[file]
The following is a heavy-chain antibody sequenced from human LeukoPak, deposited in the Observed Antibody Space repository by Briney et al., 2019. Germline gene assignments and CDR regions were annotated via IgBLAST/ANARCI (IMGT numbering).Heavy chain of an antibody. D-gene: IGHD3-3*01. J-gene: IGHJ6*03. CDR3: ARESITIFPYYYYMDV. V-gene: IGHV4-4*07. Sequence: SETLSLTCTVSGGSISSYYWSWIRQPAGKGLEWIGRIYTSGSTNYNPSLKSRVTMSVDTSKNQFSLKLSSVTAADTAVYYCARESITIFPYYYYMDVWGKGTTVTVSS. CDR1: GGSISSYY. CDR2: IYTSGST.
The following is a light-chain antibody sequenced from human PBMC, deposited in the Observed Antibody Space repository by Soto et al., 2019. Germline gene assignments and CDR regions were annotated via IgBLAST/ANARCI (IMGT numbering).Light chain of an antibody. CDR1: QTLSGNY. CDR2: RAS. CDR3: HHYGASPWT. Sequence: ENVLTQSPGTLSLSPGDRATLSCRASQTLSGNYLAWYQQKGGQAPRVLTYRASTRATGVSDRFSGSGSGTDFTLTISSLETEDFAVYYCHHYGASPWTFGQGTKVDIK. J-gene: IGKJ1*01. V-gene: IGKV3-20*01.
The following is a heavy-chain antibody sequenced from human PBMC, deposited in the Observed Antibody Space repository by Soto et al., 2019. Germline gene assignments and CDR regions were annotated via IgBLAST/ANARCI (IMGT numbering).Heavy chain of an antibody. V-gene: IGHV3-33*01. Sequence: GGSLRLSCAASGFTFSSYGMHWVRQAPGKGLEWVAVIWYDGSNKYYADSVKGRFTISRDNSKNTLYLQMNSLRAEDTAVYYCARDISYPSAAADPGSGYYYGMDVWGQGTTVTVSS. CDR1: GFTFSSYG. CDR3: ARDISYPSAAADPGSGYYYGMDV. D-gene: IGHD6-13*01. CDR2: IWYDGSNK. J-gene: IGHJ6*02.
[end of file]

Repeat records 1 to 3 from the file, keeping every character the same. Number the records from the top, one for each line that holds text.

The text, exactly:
The following is a heavy-chain antibody sequenced from human LeukoPak, deposited in the Observed Antibody Space repository by Briney et al., 2019. Germline gene assignments and CDR regions were annotated via IgBLAST/ANARCI (IMGT numbering).Heavy chain of an antibody. D-gene: IGHD3-3*01. J-gene: IGHJ6*03. CDR3: ARESITIFPYYYYMDV. V-gene: IGHV4-4*07. Sequence: SETLSLTCTVSGGSISSYYWSWIRQPAGKGLEWIGRIYTSGSTNYNPSLKSRVTMSVDTSKNQFSLKLSSVTAADTAVYYCARESITIFPYYYYMDVWGKGTTVTVSS. CDR1: GGSISSYY. CDR2: IYTSGST.
The following is a light-chain antibody sequenced from human PBMC, deposited in the Observed Antibody Space repository by Soto et al., 2019. Germline gene assignments and CDR regions were annotated via IgBLAST/ANARCI (IMGT numbering).Light chain of an antibody. CDR1: QTLSGNY. CDR2: RAS. CDR3: HHYGASPWT. Sequence: ENVLTQSPGTLSLSPGDRATLSCRASQTLSGNYLAWYQQKGGQAPRVLTYRASTRATGVSDRFSGSGSGTDFTLTISSLETEDFAVYYCHHYGASPWTFGQGTKVDIK. J-gene: IGKJ1*01. V-gene: IGKV3-20*01.
The following is a heavy-chain antibody sequenced from human PBMC, deposited in the Observed Antibody Space repository by Soto et al., 2019. Germline gene assignments and CDR regions were annotated via IgBLAST/ANARCI (IMGT numbering).Heavy chain of an antibody. V-gene: IGHV3-33*01. Sequence: GGSLRLSCAASGFTFSSYGMHWVRQAPGKGLEWVAVIWYDGSNKYYADSVKGRFTISRDNSKNTLYLQMNSLRAEDTAVYYCARDISYPSAAADPGSGYYYGMDVWGQGTTVTVSS. CDR1: GFTFSSYG. CDR3: ARDISYPSAAADPGSGYYYGMDV. D-gene: IGHD6-13*01. CDR2: IWYDGSNK. J-gene: IGHJ6*02.